- Dole, Helgenberger cut ties with Help Hospitalized Veterans
- California authorities accuse the charity of paying excessive salaries
- The group says the allegations are unproven and it will defend itself
A leading television actress and a former Republican presidential candidate say they are backing away from further involvement with a controversial California-based veteran's charity.
Marg Helgenberger, who for years starred in the CBS mega-hit "CSI," had appeared in Internet videos supporting a charity called Help Hospitalized Veterans. In one YouTube video, she says, "There are so many ways that you can say 'thank you' to a hospitalized veteran through service and sacrifice, whether it's by volunteering at your local VA hospital or helping HHV to continue to provide their many wonderful programs."
Late last week, the California attorney general's office filed a civil suit against HHV, alleging "excessive" salary payments to many of its officers and directors and also alleging a history of misleading the Internal Revenue Service on its tax filings. The lawsuit seeks to remove every member of the charity's board of directors.
HHV has called the allegations unproven.
In a statement emailed to CNN, Helgenberger's public relations spokesman said, "Marg was deeply disappointed when she learned of these allegations and immediately had her name removed from the organization."
In its most recent filing with the Internal Revenue Service, HHV says it paid Michael Lynch, the charity's current president, an annual salary of more than $389,000. According to the complaint filed by the attorney general's office, Lynch has received more than $900,000 in compensation in recent years.
Sen. Bob Dole, whose picture with Lynch appears on the HHV web site, also distanced himself from the charity and specifically from its former president, Roger Chapin, who is also listed as a defendant in the California complaint.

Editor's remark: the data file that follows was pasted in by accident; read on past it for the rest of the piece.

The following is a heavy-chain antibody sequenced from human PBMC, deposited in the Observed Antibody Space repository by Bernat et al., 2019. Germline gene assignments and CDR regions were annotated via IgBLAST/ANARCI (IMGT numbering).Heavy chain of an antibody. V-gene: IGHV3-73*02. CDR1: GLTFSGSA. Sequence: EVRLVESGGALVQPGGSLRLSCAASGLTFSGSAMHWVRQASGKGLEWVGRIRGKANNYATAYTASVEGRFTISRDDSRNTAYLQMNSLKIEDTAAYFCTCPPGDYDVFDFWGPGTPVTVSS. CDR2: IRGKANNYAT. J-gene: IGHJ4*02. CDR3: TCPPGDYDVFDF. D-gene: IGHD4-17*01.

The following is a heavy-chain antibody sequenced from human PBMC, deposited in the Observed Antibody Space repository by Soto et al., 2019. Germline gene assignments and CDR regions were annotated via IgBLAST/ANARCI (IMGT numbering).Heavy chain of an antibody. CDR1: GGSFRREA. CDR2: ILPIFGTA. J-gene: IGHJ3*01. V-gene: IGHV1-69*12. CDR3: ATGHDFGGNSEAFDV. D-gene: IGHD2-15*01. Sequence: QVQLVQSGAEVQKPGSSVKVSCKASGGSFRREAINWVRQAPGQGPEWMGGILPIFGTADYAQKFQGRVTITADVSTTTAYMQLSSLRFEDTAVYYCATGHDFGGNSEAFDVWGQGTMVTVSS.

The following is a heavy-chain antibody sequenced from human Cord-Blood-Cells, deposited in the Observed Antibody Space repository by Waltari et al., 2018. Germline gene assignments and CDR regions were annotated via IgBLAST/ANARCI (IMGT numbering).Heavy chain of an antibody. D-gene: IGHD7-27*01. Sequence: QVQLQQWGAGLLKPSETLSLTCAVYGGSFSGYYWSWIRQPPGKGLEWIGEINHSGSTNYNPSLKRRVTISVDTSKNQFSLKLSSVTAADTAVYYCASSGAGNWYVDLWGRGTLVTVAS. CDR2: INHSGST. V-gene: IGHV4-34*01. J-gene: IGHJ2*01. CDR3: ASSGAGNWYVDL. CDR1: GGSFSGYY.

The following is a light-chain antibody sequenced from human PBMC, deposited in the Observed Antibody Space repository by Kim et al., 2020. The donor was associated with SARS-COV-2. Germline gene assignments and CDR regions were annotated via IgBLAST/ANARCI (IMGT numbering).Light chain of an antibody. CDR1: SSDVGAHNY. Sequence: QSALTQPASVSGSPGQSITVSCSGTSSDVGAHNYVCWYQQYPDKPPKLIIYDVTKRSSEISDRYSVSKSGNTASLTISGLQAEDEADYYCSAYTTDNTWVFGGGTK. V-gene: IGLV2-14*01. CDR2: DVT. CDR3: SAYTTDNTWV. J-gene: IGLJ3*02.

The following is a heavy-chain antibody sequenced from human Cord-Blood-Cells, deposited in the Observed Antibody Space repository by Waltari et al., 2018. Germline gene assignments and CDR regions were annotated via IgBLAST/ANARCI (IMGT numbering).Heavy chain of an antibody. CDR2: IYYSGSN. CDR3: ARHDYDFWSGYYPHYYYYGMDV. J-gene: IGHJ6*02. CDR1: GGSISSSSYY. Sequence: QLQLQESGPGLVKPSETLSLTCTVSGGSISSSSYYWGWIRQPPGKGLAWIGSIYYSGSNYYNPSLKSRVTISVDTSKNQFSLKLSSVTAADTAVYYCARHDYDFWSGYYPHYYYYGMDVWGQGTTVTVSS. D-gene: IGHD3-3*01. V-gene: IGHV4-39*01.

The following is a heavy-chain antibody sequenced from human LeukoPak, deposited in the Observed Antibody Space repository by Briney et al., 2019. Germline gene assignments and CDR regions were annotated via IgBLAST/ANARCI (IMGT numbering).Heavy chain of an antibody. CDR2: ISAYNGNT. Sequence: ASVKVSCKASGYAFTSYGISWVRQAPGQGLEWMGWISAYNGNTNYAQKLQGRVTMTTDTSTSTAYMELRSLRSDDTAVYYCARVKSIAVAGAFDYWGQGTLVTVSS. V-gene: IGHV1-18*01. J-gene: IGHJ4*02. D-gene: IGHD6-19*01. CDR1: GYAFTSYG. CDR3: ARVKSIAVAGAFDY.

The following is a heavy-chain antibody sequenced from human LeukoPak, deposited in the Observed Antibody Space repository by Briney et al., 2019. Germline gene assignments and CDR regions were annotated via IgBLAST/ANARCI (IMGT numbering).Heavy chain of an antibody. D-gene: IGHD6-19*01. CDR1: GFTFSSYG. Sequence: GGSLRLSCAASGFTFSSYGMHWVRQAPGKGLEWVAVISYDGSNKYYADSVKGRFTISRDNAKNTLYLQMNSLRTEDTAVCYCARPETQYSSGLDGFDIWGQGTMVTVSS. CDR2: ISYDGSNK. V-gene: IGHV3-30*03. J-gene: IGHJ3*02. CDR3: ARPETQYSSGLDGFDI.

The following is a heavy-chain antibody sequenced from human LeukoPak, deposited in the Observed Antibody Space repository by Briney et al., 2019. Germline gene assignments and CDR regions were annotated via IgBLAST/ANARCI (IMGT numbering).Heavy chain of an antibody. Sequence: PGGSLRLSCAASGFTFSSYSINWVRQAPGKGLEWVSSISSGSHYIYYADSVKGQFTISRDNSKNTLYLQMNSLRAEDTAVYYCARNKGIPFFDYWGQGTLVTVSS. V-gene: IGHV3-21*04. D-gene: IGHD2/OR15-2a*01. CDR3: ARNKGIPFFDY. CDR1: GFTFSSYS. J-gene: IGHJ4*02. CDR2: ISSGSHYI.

In an email to CNN, the former Senate majority leader, 1996 Republican presidential nominee and seriously wounded World War II veteran said HHV had been in business for years.
"Early on, I supported him (Chapin), thinking he was helping veterans and their families with most of the money he raised," Dole said. "The truth is, that was not the case, as much of the money covered his salary and the salaries of other top executives. As I recall, he also owns a first-rate house. There were other troubling matters that led to a hearing before Congressman Waxman in 2008. Chapin makes a good case, which is why he's been so successful. The trouble is, he doesn't give the bulk of his funds to veterans."
Dole referred to a House hearing in 2008 before Rep. Henry Waxman, D-California, in which Chapin acknowledged that HHV had spent donor money on golf course memberships, the purchase of a condominium outside Washington and other perks. In its complaint, California authorities also said Chapin had engineered a loan using HHV donations to its direct-mail fund-raising partner, American Target Advertising, owned by the conservative activist Richard Viguerie.
When the complaint was made public, a spokesman for Viguerie told CNN there would be no comment "at this time." A message and e-mail left at American Target Advertising on Tuesday was not returned.
In a statement issued last week, Lynch said the charity hopes "that these unproven allegations will not diminish the more than 40 years of service HHV has given to our nation's most valuable treasure, our veterans.
"HHV looks forward to the chance to tell its story and hopes that this action will not impede its ability to provide vital support to hospitalized veterans nationwide," he said.